Good news is bad news in the US econ­omy

The Sunday Telegraph - Money & Business - - Business - LIAM HAL­LI­GAN Fol­low Liam on Twit­ter @liamhal­li­gan

‘It’s a re­mark­ably pos­i­tive set of eco­nomic cir­cum­stances,” said Fed­eral Re­serve chair­man Jerome Pow­ell last week. “And there’s no rea­son to think it can’t con­tinue for quite some time”. The US econ­omy grew at a buoy­ant an­nu­alised rate of 4.2pc be­tween April and June. New sur­vey data sug­gest that, in the wake of Don­ald Trump’s cor­po­ra­tion tax cuts, there’s more to come.

As com­pa­nies boosted hir­ing in Septem­ber, ac­tiv­ity across the ser­vices sec­tor – ac­count­ing for more than two thirds of the world’s largest econ­omy – raced to a 21-year high. “The US econ­omy is do­ing ex­tremely well,” said Chicago Fed pres­i­dent Charles Evans last week. “The fun­da­men­tals are strong”.

If that’s so, why are there wide­spread con­cerns Amer­ica’s fi­nan­cial mar­kets could soon col­lapse? And why did such fears just in­ten­sify af­ter the re­lease of eco­nomic news that the Fed­eral Re­serve boss him­self de­scribed as “re­mark­ably pos­i­tive”?

The rea­son, of course, is we’re still in the post-crash Alice-in-won­der­land world where “good news is bad news”. Signs of eco­nomic strength mean cen­tral banks could cur­tail, sooner rather than later, the ul­tra-loose mone­tary pol­icy that’s pre­vailed since the 2008 cri­sis.

That, in turn, spooks fi­nan­cial mar­kets – bloated af­ter years of in­ter­est rates nailed to the floor and hav­ing gorged on the drip-feed stim­u­lant that is quan­ti­ta­tive eas­ing. In­vestors have bor­rowed heav­ily over the last decade, so fi­nan­cial mar­kets are highly “lever­aged”. That makes them prone to sharp down­ward lurches as share-price falls mean loans are called in, with in­debted in­vestors then forced to dump stocks at any price. The US stock mar­ket reg­is­tered dou­ble-digit gains in five of the past 10 years, soar­ing by 25pc in 2017. Val­u­a­tions are flash­ing red. The S&P’S 500, the bell­wether in­dex of lead­ing shares, is now priced higher, as a mul­ti­ple of an­nual earn­ings, than just be­fore the 2008 col­lapse.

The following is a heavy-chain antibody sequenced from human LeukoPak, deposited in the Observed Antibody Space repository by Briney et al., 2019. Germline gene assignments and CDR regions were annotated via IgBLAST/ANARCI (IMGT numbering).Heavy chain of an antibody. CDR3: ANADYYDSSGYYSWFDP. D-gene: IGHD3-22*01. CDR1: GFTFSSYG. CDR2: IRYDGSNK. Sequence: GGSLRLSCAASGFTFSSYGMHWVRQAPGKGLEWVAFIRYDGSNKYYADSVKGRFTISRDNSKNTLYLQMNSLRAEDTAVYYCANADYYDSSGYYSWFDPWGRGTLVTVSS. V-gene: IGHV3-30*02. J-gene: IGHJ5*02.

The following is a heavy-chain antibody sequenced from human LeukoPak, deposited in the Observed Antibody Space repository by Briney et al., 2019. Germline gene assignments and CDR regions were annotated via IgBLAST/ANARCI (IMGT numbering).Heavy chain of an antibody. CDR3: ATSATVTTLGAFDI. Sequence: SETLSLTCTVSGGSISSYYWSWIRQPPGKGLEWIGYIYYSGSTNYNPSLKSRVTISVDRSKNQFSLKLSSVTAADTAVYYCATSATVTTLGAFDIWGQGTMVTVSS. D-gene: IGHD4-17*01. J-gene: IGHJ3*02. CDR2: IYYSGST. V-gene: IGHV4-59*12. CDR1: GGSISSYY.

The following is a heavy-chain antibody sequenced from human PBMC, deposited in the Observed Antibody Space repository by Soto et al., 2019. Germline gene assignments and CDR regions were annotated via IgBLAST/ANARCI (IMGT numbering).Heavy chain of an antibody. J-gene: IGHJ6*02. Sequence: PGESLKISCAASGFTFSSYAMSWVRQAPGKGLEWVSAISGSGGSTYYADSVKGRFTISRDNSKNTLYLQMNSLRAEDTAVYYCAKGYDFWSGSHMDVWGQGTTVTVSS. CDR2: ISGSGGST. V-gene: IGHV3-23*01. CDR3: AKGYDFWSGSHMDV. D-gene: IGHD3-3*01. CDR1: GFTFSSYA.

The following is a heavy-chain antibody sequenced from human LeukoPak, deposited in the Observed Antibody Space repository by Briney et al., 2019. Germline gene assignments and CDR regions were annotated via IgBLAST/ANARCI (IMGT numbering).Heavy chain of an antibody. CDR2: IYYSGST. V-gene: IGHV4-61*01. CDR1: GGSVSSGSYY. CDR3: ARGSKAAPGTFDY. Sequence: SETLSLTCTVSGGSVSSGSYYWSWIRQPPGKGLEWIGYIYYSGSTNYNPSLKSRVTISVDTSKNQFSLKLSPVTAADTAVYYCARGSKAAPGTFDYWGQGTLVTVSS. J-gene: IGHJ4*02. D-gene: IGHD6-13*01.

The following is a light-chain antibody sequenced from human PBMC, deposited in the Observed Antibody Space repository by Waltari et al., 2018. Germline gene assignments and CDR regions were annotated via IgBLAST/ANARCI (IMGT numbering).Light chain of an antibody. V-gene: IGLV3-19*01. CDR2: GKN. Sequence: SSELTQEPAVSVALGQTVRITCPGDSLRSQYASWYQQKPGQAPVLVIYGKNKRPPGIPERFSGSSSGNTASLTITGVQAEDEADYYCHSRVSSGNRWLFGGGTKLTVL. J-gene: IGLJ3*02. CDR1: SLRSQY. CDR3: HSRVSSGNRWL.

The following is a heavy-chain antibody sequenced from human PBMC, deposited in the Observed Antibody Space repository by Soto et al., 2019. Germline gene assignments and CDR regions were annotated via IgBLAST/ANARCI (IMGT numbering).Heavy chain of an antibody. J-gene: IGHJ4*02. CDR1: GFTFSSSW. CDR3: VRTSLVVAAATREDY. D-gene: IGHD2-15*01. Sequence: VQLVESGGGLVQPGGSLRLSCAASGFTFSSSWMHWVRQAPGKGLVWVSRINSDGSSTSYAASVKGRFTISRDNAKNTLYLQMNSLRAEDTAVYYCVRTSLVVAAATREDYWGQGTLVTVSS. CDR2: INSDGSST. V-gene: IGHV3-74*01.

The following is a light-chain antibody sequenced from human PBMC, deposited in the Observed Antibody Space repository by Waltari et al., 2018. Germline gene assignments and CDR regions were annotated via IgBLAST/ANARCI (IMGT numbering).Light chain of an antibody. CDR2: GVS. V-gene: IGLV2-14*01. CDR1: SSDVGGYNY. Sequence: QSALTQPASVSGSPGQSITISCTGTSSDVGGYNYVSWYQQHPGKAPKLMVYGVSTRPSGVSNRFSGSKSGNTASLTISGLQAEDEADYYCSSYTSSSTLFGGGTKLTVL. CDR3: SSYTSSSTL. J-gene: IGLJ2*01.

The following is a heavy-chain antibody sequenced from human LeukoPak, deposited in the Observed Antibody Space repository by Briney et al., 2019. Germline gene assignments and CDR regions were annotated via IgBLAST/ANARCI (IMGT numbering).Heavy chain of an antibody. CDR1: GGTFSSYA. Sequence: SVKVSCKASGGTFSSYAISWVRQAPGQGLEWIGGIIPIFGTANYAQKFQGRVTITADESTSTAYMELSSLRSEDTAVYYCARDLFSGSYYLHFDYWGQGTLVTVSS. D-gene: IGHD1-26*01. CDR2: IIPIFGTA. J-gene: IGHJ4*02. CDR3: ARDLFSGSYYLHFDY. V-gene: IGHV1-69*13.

The Fed has al­ready cur­tailed QE, of course – bring­ing Amer­ica’s vir­tual money-print­ing pro­gramme to an end back in late 2015. Since then, though, the Euro­pean Cen­tral Bank and the Bank of Ja­pan have car­ried the QE ba­ton, chan­nelling the equiv­a­lent of tens of bil­lions of dol­lars into global mar­kets each month, keep­ing stocks ev­ery­where pumped up.

The Fed has also led the charge on in­ter­est rates, im­pos­ing eight suc­ces­sive rises, in quar­ter per­cent­age point in­cre­ments, since US QE ended. The pace has lately quick­ened, with the last three Fed in­creases com­ing this year, in­clud­ing last month – the lat­est 0.25pc move tak­ing the bench­mark to 2pc-2.25pc.

So far, with cen­tral bankers in Frank­furt and Tokyo keep­ing the QE sluice gates open, US fi­nan­cial mar­kets have ab­sorbed this grad­ual tight­en­ing of in­ter­est rates. What’s now changed, though, is the tone of Pow­ell’s rhetoric.

As re­cently as late Au­gust, at the Wy­oming Jack­son Hole sum­mit, the Fed supremo talked of mov­ing “con­ser­va­tively”, not­ing that “when un­sure of the po­tency of a medicine, start with a some­what smaller dose”. Such dovish words re­as­sured in­vestors rates wouldn’t rise too far too fast.